On Monday, Filipino authorities discovered the severed head of a Canadian hostage, John Ridsdel, in a plastic bag dumped on a road in the town of Jolo in Sulu province. Last September, the country’s most prominent radical Islamist militant group, Abu Sayyaf, captured the 68-year-old from Samal Island, known as Islam Garden.
It had threatened to behead Ridsdel if a large ransom, some $8 million, was not paid by an imposed deadline of 3 p.m. local time and the worst fears of the Canadian authorities were realized. Canadian Prime Minister Justin Trudeau called it an “act of cold-blooded murder” by a group that his country would now “pursue.” The group holds three other hostages, another Canadian national Robert Hall, a Norwegian male and a Filipina female—fears will now grow about their fate. But what are the aims and origins of this jihadi group?
What are the group’s origins?
The group is not a fully functioning and cooperating body but a series of cells in the Philippines that act under the Abu Sayyaf banner, which stands for “Father of Swordsmith” in English. The group, established in 1991 by Abdurajik Abubakar Janjalani, was created by former members of the Moro National Liberation Front (MNLF), a Muslim rebel group fighting authorities in the southern Philippines.
The group is known for carrying out violent acts against Filipino nationals and authorities but also is deeply involved in criminal activities such as extortion and drug-trafficking. It carried out the worst-ever extremist attack in Filipino history, the 2004 Superferry 14 bombing that left 116 people dead. Its ranks have dropped from more than 1,000 to around a few hundred in 2012.
Janjalani, who studied in Saudi Arabia, Libya and Syria, died in a gun battle with police in 1998 and his brother, Khadaffy, took control of the group. The group carried out a number of kidnappings for financial gain under his tenure, rather than for ideological reasons. Khadaffy also died in a gun battle in September 2006.
Current Abu Sayyaf leader Isnilon Hapilon is on the U.S. wanted list for a 2001 kidnapping of three U.S. nationals, with a $5 million bounty on his head.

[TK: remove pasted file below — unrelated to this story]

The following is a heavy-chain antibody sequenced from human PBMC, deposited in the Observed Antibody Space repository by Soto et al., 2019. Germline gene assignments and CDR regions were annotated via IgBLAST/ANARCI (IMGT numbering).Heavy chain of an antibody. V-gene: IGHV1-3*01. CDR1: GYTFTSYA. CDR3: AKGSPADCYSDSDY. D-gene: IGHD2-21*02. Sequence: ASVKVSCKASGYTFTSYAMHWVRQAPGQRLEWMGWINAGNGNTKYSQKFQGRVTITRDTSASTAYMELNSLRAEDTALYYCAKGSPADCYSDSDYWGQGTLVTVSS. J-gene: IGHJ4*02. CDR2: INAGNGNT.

Where are they based?
The group is predominantly located in the southern Philippines areas of Mindanao and the Sulu Archipelago and acts out of the islands of Jolo and Basilan. Its insurgency against authorities in the southern regions of the Philippines has seen the EU, U.S. and Canada all list Abu Sayyaf as a designated extremist organization.
Where do their allegiances lie?
The group’s traditional global jihadi links lie with Al-Qaeda but since the rise of the Islamic State militant group (ISIS) in 2014, a number of the group’s battalions have pledged allegiance to ISIS. In March, the Jund al Tawhid unit of Abu Sayyaf pledged allegiance to ISIS, joining two other units who had done so the month prior, according to the Long War Journal. ISIS’s media arm Furat released video footage of the pledges, which included leader Isnilon Hapilon.
Experts have speculated that the group was using the brand of ISIS, which had gained global attention after the creation of its Iraqi-Syrian caliphate in June 2014, to boost its own name, rather than acting as a dedicated ISIS affiliate, such as the Sinai Province in Egypt.
What are their aims?
The separatist group’s primary aim is to create a state under radical Islamic law in the southern Philippines for the Moro People, part of the country’s Muslim minority group, using fear and violence to achieve its goal. But many of its acts appear to have been driven by financial gain, such as a series of kidnappings followed by ransom demands. It is unclear if the push by the group for financial reward is a bid to further its political aims or to line the pockets of the leaders of its various units. The group has also taken on the symbolic black flag of ISIS.